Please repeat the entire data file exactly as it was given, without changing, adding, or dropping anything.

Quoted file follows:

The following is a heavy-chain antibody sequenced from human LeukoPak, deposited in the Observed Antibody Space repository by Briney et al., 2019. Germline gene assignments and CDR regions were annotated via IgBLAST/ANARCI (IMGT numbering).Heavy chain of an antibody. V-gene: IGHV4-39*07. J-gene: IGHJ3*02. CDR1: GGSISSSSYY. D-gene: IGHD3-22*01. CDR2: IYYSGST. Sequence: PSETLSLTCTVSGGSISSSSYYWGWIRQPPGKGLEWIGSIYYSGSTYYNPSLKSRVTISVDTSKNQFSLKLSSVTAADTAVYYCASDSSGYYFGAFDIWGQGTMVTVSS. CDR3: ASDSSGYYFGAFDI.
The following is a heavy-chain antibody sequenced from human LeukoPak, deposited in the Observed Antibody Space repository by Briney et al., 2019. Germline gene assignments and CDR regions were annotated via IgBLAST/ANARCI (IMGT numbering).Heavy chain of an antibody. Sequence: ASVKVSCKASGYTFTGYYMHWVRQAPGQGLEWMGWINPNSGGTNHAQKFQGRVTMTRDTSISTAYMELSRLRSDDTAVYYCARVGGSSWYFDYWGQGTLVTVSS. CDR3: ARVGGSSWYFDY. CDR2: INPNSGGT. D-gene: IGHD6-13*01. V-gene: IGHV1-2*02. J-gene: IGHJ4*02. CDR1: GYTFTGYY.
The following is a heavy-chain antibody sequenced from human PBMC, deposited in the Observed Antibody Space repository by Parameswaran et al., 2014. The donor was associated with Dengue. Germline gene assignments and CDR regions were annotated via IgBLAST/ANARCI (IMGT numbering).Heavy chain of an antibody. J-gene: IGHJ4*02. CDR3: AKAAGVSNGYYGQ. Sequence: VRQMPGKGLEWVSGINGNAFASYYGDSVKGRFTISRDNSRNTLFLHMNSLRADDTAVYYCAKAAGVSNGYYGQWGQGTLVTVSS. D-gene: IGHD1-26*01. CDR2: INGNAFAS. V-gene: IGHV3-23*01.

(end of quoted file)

The following is a heavy-chain antibody sequenced from human LeukoPak, deposited in the Observed Antibody Space repository by Briney et al., 2019. Germline gene assignments and CDR regions were annotated via IgBLAST/ANARCI (IMGT numbering).Heavy chain of an antibody. V-gene: IGHV4-39*07. J-gene: IGHJ3*02. CDR1: GGSISSSSYY. D-gene: IGHD3-22*01. CDR2: IYYSGST. Sequence: PSETLSLTCTVSGGSISSSSYYWGWIRQPPGKGLEWIGSIYYSGSTYYNPSLKSRVTISVDTSKNQFSLKLSSVTAADTAVYYCASDSSGYYFGAFDIWGQGTMVTVSS. CDR3: ASDSSGYYFGAFDI.
The following is a heavy-chain antibody sequenced from human LeukoPak, deposited in the Observed Antibody Space repository by Briney et al., 2019. Germline gene assignments and CDR regions were annotated via IgBLAST/ANARCI (IMGT numbering).Heavy chain of an antibody. Sequence: ASVKVSCKASGYTFTGYYMHWVRQAPGQGLEWMGWINPNSGGTNHAQKFQGRVTMTRDTSISTAYMELSRLRSDDTAVYYCARVGGSSWYFDYWGQGTLVTVSS. CDR3: ARVGGSSWYFDY. CDR2: INPNSGGT. D-gene: IGHD6-13*01. V-gene: IGHV1-2*02. J-gene: IGHJ4*02. CDR1: GYTFTGYY.
The following is a heavy-chain antibody sequenced from human PBMC, deposited in the Observed Antibody Space repository by Parameswaran et al., 2014. The donor was associated with Dengue. Germline gene assignments and CDR regions were annotated via IgBLAST/ANARCI (IMGT numbering).Heavy chain of an antibody. J-gene: IGHJ4*02. CDR3: AKAAGVSNGYYGQ. Sequence: VRQMPGKGLEWVSGINGNAFASYYGDSVKGRFTISRDNSRNTLFLHMNSLRADDTAVYYCAKAAGVSNGYYGQWGQGTLVTVSS. D-gene: IGHD1-26*01. CDR2: INGNAFAS. V-gene: IGHV3-23*01.